I discovered that my Internet usage became a lot more self-directed and conscious. The facebook timeline seems like its curated for our particular interests, but in reality its really more of an indiscriminate firehose of shallow clickbait. Instead I found myself visiting websites I hadn’t frequented in over a year like the wonderful BLDGBLOG.

Emailing and chatting with friends directly rather than through facebook was nice as well. I didn’t get daily selfies or “what I had for breakfast” posts, but what communication I did get had more depth and emotion. I also found that my writing improved since I was giving myself time to properly compose my thoughts rather than just responding to the torrent of posts, comments and likes that makes up the facebook timeline.

I started a photography blog that I’ve been quite happy with. I’ve been getting out more in my local community and just generally more active and productive. When I see someone else on facebook, I don’t feel like I’m missing out on anything, in fact I kind of laugh.

If I had to summarize what I like most about being off of the ubiquitous social network, it would be that I am once again the master of my own attention. I pay attention to the things that I care about, and I spend as much or as little time as I feel appropriate to them. facebooks’ infinite scroll doesn’t threaten to crush me with endless updates.

Lent is over, has been for almost a week, and I’ve yet to return to facebook. I just haven’t felt the need or the desire. Eventually I’ll get back, to get in touch with someone I don’t have an email for, or to promote an event or crowdsource something. Will I return to using it as I did before? I don’t think so. Even after I started drinking again, its been much much less, and so I hope it will be with facebook. I hope to be mindful and strategic about how I use it, not just typing “fac…” when I start to get bored…


A week ago I set out to do something exciting, bold and a little bit crazy, to walk along the coast from the Golden Gate Bridge to the Santa Cruz Boardwalk. Well I failed. At least in as much as I’m writing this from my couch and not an Internet cafe on the beach in Santa Cruz. I feel a bit embarrassed and a bit disappointed, but I also feel proud of what I did accomplish, and determined to finish what I started.


The temptation is to write a blow by blow account of the adventure, but here’s what it boils down to. I couldn’t do it. By the end of my first day my feet were wrecked, sore joints and a few terrible blisters. The next morning I started walking again but within the first few miles it became clear that I was in rough shape from the day before. I tried to do too much too soon. Nearly 20 miles in the first day with 55+ pounds on my back was more than I could handle. By the time I reached a roadblock in the form of no trail and a highway with no shoulders I decided that it was time to regroup and reassess.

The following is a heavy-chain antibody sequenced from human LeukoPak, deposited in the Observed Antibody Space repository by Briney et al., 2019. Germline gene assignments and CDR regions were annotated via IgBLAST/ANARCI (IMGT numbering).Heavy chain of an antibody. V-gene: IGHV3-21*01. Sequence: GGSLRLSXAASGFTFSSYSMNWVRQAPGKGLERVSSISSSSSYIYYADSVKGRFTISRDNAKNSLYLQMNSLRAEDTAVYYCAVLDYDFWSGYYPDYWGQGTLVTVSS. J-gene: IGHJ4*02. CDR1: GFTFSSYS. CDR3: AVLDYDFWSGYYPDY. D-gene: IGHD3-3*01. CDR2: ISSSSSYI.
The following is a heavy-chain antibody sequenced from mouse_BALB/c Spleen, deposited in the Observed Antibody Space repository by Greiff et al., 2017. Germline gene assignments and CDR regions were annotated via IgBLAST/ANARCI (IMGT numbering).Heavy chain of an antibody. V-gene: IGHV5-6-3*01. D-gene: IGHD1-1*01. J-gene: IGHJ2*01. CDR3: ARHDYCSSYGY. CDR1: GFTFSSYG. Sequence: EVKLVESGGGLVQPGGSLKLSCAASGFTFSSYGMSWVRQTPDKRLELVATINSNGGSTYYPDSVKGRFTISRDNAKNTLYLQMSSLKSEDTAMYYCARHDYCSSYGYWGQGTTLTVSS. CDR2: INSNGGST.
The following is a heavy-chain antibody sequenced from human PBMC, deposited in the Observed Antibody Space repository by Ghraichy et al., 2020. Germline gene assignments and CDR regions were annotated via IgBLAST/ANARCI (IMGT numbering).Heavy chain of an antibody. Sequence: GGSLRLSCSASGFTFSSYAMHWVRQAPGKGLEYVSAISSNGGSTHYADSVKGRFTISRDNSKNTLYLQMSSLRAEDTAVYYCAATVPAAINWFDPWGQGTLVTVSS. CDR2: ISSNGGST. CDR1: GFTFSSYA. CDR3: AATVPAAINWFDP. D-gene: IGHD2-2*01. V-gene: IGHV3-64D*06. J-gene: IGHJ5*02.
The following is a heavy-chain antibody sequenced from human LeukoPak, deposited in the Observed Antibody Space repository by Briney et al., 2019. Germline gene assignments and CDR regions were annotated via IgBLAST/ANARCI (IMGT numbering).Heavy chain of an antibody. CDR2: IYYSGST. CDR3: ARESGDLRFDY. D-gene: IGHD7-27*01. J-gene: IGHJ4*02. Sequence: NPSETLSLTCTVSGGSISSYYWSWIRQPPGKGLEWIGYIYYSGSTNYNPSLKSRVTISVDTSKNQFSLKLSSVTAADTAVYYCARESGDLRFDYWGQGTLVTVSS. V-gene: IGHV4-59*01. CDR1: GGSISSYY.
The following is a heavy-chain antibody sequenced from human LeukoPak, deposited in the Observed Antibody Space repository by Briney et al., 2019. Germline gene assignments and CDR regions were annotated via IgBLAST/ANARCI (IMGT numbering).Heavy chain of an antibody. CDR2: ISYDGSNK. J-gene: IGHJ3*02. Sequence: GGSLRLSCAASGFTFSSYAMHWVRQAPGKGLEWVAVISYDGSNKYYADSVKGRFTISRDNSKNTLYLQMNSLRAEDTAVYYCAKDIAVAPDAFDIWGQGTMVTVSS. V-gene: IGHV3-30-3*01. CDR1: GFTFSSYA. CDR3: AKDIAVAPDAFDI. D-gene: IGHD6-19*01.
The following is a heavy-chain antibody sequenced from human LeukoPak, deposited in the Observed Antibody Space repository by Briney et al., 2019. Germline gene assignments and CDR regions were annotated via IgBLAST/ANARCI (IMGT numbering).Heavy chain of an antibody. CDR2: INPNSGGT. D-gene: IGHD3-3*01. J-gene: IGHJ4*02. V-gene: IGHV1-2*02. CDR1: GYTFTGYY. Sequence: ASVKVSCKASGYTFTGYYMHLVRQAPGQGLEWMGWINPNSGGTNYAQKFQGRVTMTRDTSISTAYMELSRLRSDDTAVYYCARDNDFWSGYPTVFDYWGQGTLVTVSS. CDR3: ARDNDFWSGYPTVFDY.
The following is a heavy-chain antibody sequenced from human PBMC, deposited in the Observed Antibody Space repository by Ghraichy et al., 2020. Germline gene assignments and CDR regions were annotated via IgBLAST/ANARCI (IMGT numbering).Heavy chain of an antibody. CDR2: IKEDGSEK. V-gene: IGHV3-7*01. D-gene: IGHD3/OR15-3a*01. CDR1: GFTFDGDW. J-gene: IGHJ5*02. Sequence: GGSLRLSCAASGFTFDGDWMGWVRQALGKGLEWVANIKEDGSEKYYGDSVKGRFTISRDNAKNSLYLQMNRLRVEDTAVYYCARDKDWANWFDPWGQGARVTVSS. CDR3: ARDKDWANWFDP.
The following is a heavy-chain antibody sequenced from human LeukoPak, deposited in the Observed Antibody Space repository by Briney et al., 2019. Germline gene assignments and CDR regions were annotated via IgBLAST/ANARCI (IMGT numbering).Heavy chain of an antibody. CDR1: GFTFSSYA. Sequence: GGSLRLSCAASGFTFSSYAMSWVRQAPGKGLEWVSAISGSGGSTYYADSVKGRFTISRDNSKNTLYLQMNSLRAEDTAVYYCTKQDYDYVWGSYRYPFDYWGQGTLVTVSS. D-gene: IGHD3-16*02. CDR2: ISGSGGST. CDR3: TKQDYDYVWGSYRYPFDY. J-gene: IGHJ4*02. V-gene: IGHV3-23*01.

I stopped in at a local taphouse in Pacifica for a pint and some salad to celebrate the distance done and caught a bus back into the city.

I determined that I wouldn’t let this be a success or failure, do or die kind of moment. Yes I stopped, and yes I was in rough shape. It was embarrassing to come home after only a day and a half on the trail, but it wasn’t the end. I rested up and a couple of days later with a smaller day pack set out for the Golden Gate Bridge and walked the section that I’d missed the first day from the Bridge to the end of Ocean Beach (earlier I had walked from home to the beach). It was a beautiful hike and made the whole endeavour feel more complete, and it also meant that I was still doing it. One piece at a time.

That left me sore, so I spent a couple more days resting and then yesterday I got on a bus and went back to the place in Pacifica where I’d given up days before and walked all that I could before the last bus home. I had the beautiful ocean bluffs to myself and put a few more miles under my belt.

This isn’t over. I’ll make it to Santa Cruz if I have to head out every weekend this summer to do it. So I’m not doing it as a heroic odyssey, one man alone against the elements. But that’s never what it was really about. It was about getting into nature, about challenging myself, about doing something outside of the every day. Am I sad that it didn’t work out as planned? Hells yeah, but its also reminding me that I have limits, that great endeavours require great preparation, and sometimes no matter what you plan, you get a blister between your toes and it all goes out the window.